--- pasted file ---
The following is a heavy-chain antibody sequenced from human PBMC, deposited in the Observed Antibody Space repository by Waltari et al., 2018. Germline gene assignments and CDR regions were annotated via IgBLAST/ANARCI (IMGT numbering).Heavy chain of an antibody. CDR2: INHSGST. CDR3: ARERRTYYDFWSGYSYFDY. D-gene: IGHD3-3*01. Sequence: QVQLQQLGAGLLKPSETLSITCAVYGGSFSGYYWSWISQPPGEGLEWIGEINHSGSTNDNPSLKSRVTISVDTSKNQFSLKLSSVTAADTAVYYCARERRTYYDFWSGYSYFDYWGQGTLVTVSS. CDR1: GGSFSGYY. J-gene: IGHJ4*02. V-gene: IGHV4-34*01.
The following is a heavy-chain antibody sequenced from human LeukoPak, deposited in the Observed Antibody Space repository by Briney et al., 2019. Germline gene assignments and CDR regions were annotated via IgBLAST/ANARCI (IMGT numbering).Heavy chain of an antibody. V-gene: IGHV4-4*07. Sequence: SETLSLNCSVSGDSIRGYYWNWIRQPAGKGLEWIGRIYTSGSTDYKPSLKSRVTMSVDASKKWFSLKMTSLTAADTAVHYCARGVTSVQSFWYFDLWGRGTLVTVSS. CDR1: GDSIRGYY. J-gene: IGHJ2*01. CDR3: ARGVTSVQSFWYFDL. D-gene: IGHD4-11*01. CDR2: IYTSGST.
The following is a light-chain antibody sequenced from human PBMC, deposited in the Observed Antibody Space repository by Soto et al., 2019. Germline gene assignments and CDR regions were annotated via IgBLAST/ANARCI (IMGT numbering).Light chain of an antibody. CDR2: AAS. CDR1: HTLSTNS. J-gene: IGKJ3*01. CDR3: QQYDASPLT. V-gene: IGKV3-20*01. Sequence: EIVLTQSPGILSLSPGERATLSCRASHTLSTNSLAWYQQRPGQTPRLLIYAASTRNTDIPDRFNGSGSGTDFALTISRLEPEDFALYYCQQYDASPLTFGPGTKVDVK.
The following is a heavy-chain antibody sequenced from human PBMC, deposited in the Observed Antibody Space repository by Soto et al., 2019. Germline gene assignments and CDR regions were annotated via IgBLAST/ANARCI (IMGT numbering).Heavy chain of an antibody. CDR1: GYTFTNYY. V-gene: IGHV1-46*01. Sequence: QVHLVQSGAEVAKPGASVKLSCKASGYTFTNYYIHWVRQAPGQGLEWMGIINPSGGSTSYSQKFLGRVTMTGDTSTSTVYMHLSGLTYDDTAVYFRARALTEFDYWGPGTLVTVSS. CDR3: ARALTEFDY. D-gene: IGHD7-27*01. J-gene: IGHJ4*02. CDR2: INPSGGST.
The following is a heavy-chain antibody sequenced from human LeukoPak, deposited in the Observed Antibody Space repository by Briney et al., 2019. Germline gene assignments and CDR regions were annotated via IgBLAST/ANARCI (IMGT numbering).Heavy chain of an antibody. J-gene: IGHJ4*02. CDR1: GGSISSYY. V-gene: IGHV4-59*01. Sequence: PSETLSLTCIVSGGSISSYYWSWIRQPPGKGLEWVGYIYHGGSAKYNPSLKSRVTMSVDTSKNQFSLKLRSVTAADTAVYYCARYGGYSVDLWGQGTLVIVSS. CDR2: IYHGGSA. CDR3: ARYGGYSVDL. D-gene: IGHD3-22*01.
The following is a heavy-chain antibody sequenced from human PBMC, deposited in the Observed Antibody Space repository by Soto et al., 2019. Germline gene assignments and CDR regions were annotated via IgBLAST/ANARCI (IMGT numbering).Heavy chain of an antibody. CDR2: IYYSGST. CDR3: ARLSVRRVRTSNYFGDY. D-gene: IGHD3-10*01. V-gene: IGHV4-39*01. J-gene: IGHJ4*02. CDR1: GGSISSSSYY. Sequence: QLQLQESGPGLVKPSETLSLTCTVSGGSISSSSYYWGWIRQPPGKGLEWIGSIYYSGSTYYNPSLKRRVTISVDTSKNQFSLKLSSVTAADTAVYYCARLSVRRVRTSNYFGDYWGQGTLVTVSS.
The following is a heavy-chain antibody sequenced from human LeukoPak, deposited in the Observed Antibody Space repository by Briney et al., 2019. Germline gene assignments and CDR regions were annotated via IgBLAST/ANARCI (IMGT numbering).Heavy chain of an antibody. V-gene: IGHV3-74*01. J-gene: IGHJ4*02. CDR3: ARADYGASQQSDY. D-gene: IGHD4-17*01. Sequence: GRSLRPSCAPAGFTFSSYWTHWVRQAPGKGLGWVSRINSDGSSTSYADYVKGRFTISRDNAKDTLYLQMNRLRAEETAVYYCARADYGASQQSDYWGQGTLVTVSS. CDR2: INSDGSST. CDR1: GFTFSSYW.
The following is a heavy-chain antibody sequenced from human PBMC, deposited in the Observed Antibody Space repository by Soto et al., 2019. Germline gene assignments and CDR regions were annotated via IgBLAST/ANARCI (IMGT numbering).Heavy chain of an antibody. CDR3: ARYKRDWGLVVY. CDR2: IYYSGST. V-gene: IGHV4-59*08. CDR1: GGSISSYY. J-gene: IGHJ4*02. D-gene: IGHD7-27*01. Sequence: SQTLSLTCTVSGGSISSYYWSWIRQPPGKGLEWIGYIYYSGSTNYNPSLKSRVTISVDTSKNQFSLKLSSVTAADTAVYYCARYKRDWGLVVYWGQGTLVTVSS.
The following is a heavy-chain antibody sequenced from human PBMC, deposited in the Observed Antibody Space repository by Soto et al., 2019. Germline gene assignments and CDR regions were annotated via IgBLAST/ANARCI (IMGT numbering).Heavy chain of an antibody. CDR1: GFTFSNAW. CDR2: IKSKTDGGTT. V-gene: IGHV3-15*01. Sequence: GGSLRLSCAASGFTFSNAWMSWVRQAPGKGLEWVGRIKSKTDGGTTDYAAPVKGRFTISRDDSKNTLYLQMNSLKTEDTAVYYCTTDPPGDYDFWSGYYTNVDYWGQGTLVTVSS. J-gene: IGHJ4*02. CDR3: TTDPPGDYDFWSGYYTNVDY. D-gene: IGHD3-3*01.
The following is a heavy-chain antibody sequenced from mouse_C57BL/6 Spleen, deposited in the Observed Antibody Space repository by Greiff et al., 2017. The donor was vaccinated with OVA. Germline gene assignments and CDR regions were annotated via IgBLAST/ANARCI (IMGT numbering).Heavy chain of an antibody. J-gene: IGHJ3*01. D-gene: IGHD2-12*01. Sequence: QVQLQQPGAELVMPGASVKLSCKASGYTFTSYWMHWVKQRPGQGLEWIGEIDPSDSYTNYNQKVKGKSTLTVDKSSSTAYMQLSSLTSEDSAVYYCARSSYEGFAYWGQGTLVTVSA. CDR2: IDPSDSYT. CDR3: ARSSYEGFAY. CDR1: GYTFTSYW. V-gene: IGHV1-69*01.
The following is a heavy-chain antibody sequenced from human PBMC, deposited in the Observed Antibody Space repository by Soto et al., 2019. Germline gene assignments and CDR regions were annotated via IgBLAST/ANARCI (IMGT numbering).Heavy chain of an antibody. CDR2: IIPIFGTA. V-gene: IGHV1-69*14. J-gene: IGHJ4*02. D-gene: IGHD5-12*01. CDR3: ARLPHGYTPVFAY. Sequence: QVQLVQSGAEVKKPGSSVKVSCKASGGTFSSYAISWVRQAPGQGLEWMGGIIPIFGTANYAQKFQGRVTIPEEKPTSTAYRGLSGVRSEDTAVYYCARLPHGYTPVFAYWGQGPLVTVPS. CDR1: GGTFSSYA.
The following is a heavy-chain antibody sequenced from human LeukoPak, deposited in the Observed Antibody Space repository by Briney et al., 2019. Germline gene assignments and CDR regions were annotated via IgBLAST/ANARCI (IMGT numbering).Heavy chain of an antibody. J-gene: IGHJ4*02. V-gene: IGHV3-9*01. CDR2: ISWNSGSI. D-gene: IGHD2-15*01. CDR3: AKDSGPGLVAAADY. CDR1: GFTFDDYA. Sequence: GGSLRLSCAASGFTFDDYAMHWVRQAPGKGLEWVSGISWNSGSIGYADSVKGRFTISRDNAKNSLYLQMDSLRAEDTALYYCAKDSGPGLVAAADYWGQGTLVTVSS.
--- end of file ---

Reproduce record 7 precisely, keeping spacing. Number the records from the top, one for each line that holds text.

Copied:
The following is a heavy-chain antibody sequenced from human LeukoPak, deposited in the Observed Antibody Space repository by Briney et al., 2019. Germline gene assignments and CDR regions were annotated via IgBLAST/ANARCI (IMGT numbering).Heavy chain of an antibody. V-gene: IGHV3-74*01. J-gene: IGHJ4*02. CDR3: ARADYGASQQSDY. D-gene: IGHD4-17*01. Sequence: GRSLRPSCAPAGFTFSSYWTHWVRQAPGKGLGWVSRINSDGSSTSYADYVKGRFTISRDNAKDTLYLQMNRLRAEETAVYYCARADYGASQQSDYWGQGTLVTVSS. CDR2: INSDGSST. CDR1: GFTFSSYW.